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Unfortunately it was inevitable that the BOE would start to increase interest rates in order to help combat rising inflation.  However, did you know that this could have a serious impact on the open market value of your defined benefit pension benefits?

In order to understand why interest rates have an effect on final salary CETV’s, we need to understand how your scheme actuaries calculate your CETV (cash equivalent transfer value).

Why have we seen record high CETV’s over the past few years?

We have seen CETV’s reach record values in the past years.  In some instances our clients have received offers of over 30 x their promised annual income (Prior to COVID-19 our clients valuations were closer to 20 x).  At the very start of the COVID-19 pandemic the BOE reduced interest rates even further to help boost the UK economy.  As a result we saw interest rates cut to just 0.1% and the UK 10 year gilt rate at 0.237%.

Current and previous 15 year Gilt Yields

Final Salary Pension transfer values are closely linked to the value of UK gilt rates and when we see them decrease in value we see a rise in CETV valuations.  The same is true in reverse and as we see gilt rates rise alongside interest rates, transfer values (or CETV’s) often reduce.

How are CETV’s calculated?

When your pension scheme calculates your CETV, this is based on many variables and factors. These include;

  • Your age
  • Potential life expectancy
  • Cost of living
  • Your marital status
  • Your schemes NRD – Normal retirement date
  • Current gilt rates

In addition defined benefit pension schemes represent a heavy burden of liability on companies balance sheets and the desire to reduce and eventually eradicate this fluctuating liability can result in companies artificially inflating CETV’s further to encourage members to move to private pension arrangements.

Why are UK Gilt yields important?

Gilt rates have long been used by the actuaries that calculate the ongoing requirements of a defined benefit scheme to meet it’s member’s promised pension benefits. They form a major part of how much this provision will cost the scheme.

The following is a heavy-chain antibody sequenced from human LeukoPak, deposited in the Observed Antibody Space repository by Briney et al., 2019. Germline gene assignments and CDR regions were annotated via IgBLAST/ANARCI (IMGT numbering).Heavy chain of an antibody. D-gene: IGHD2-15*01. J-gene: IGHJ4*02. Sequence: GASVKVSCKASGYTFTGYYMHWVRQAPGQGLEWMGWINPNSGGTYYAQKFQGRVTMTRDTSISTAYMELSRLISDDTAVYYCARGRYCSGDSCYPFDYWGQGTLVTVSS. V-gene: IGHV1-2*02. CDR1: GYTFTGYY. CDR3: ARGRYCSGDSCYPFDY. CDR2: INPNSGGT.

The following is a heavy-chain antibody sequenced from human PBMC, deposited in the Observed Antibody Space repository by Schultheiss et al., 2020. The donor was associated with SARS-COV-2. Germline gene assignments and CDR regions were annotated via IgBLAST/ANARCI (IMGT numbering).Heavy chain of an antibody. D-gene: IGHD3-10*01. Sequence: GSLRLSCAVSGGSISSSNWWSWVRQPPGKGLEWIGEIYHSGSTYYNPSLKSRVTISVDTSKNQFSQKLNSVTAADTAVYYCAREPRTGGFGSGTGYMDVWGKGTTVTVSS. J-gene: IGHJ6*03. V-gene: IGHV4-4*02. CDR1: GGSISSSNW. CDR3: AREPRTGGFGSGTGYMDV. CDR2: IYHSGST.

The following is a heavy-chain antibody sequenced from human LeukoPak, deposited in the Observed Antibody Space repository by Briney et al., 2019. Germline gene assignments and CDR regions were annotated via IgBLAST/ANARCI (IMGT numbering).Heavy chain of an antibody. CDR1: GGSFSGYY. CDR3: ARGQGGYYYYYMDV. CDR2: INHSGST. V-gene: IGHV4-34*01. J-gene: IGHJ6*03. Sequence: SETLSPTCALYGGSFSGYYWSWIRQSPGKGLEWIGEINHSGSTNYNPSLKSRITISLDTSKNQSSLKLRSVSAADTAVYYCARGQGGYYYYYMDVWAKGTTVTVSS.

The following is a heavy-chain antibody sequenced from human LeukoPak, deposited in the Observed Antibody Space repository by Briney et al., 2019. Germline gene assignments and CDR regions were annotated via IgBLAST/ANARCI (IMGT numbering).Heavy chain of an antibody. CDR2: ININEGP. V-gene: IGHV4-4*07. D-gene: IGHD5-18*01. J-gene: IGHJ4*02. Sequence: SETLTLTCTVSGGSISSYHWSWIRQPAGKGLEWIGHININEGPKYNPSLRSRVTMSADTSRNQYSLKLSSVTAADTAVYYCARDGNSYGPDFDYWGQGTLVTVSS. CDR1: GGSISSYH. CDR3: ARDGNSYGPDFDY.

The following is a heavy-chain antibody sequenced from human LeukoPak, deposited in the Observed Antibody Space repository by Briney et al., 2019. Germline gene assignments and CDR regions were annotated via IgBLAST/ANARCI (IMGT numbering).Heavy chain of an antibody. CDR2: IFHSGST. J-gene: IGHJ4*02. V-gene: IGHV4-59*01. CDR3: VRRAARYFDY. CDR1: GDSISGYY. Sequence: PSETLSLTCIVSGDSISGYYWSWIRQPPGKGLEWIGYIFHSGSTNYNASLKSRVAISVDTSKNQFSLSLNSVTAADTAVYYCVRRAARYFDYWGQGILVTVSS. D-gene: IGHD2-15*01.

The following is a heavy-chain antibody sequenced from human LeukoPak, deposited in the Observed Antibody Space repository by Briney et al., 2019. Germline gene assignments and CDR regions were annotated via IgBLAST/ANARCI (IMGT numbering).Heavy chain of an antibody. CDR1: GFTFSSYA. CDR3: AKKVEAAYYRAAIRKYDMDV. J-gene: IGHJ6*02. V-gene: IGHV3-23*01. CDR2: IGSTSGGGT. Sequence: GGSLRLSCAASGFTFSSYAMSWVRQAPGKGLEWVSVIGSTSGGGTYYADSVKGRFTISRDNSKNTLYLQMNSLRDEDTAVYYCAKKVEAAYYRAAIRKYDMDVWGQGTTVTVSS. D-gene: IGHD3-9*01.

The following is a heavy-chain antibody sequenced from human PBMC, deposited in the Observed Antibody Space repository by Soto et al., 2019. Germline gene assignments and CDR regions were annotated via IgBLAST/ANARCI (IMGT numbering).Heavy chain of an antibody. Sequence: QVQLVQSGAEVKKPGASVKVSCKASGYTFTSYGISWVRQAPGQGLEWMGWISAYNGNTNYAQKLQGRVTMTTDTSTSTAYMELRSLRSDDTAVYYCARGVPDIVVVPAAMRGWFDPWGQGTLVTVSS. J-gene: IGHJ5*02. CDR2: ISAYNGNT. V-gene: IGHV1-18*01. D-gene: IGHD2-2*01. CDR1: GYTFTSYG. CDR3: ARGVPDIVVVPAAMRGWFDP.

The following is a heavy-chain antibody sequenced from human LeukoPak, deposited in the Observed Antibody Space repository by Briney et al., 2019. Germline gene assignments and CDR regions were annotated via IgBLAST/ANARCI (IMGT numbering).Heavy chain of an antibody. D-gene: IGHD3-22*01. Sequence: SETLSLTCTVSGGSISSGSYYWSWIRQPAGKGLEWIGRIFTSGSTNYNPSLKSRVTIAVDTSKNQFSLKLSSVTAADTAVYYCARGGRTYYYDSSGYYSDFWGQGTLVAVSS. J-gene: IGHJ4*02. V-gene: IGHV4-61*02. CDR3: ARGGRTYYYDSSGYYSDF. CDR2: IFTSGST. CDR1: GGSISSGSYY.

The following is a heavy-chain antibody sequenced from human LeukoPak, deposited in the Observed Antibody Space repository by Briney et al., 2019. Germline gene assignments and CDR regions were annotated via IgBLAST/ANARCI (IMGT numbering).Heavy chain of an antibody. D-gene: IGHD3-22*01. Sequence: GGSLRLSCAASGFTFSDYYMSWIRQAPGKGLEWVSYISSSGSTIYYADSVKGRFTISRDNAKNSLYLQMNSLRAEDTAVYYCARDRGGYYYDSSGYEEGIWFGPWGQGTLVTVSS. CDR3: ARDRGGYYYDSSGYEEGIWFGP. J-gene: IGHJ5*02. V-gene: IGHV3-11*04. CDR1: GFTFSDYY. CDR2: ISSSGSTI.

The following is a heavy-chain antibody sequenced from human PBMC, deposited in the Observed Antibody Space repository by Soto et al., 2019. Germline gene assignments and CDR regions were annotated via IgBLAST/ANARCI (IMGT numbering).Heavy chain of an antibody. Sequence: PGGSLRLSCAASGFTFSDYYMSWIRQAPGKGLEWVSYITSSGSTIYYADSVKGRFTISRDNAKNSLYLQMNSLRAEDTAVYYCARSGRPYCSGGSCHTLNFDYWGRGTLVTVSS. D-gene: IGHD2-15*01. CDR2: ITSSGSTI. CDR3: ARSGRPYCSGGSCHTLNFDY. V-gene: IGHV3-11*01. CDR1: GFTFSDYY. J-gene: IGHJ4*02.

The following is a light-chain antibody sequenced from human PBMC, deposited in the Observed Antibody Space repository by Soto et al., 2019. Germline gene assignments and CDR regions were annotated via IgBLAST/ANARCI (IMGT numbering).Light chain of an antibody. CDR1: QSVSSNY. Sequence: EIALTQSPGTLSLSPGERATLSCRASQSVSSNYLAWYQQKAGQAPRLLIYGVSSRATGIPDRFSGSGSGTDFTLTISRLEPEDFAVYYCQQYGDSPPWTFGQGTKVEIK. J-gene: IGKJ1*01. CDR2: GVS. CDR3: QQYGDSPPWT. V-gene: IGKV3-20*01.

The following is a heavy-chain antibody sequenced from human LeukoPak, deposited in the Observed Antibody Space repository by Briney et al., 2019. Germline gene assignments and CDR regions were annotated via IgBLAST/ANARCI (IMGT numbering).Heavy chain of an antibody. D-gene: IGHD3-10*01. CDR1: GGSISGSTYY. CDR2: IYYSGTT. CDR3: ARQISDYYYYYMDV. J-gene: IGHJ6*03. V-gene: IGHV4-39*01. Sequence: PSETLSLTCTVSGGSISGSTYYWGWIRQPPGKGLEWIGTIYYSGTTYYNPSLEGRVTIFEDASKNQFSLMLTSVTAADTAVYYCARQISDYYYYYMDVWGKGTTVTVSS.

When gilt rates are higher, the assumed cost of providing members pensions is therefore lower, leading to potentially lower CETV’s. In recent years and still at today’s rate, this has resulted in strong CETV’s being offered to members to transfer their benefits away from the scheme and into their own private arrangements.

Are they likely to reduce in value?

Although we do not have a crystal ball, what we can do is look back at what we have learnt from the previous years. It is clear that a higher interest rate environment could pave the way for lower CETV values. If you currently have a final salary pension, it would be worth while requesting an up to date CETV.

CETV's set to fall in value as interest rates rise

Additional benefits to potentially opting out of your Final Salary Pension

There are many potential benefits to opting out of your existing scheme but you must seek professional advice in order to establish which ones may apply to your current circumstances. These include;

  • Secure your high transfer value
  • Ensure 100% of your pension is left to your chosen beneficiaries (Wife and Children)
  • Consolidate your final salary pension with your other personal and company pensions
  • Generate a higher income drawdown
  • Reduce your tax liabilities
  • Select a currency that is relevant to you. (EUR, CHF, USD) Prevents exposure to future foreign exchange fluctuations
  • Crystallise your Final Salary pension at its current value. Pay no additional taxes on the growth

ACT NOW! and review your UK Final Salary Pension

More information about transfer values can be found at the UK’s pension regulator website

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